TOKYO -- Japanese trading house Toyota Tsusho and Kindai University will begin exporting fully farmed Pacific bluefin tuna to Southeast Asia and other markets starting this fall, they announced Thursday.
Full-cycle fish farming is garnering attention for its sustainability as calls for protecting ocean resources grow louder worldwide. Pacific bluefin tuna, one of the most popular sushi ingredients, was placed on the threatened-species list in 2014 over concerns about depleted natural stocks.
The partners aim to export 2,000 tuna a year by 2020. They expected to produce 3,500 to 4,000 tuna this year, with capacity seen rising to 6,000 fish in 2020 thanks to better survival rates and other improvements.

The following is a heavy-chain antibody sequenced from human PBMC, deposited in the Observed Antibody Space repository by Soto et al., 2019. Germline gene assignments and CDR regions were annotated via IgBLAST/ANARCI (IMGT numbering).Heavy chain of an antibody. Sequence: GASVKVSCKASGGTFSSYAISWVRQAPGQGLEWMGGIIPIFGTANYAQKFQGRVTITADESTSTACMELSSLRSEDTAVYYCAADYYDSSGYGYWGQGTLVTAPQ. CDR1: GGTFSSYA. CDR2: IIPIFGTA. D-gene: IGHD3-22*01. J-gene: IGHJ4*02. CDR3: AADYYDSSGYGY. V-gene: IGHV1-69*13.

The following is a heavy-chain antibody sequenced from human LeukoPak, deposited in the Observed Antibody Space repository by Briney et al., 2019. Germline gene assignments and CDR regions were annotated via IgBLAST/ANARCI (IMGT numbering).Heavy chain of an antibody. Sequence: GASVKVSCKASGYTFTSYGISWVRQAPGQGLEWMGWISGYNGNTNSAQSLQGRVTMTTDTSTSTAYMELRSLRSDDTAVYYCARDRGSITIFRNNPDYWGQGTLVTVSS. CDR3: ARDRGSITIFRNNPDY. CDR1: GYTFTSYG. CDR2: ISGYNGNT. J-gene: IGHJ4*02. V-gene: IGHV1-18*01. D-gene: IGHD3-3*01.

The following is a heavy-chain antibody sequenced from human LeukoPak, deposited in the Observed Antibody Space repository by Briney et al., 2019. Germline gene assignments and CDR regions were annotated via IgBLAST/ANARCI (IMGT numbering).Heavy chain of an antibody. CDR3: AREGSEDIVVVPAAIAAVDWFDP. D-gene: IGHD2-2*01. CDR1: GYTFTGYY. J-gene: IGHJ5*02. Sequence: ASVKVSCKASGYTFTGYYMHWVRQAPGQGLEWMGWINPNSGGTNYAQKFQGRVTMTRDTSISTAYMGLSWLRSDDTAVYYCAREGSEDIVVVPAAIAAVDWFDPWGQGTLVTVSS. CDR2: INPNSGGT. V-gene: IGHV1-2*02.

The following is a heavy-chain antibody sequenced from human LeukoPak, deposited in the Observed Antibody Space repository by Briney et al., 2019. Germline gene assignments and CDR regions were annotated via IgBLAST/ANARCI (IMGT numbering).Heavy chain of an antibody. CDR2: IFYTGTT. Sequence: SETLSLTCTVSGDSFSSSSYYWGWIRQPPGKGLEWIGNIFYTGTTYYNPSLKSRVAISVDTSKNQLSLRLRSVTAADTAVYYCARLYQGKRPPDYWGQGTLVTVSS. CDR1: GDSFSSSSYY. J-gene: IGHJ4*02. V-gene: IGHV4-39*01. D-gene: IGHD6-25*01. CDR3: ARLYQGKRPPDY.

The fish, dubbed "Kindai tuna," are raised from eggs to adulthood. Based near Osaka, the university started developing the aquaculture method in 2002 and began working with Toyota Tsusho on full-cycle tuna farming in 2010.
Toyota Tsusho will handle overseas sales and market the popular fish to restaurants and retailers in Southeast Asia. There are also plans to export fully farmed Japanese amberjack, or yellowtail, raised with help from Kindai.
Japan, the world's top consumer of Pacific bluefin, has tightened limits on wild catches amid criticism that the country is not doing more to stop overfishing.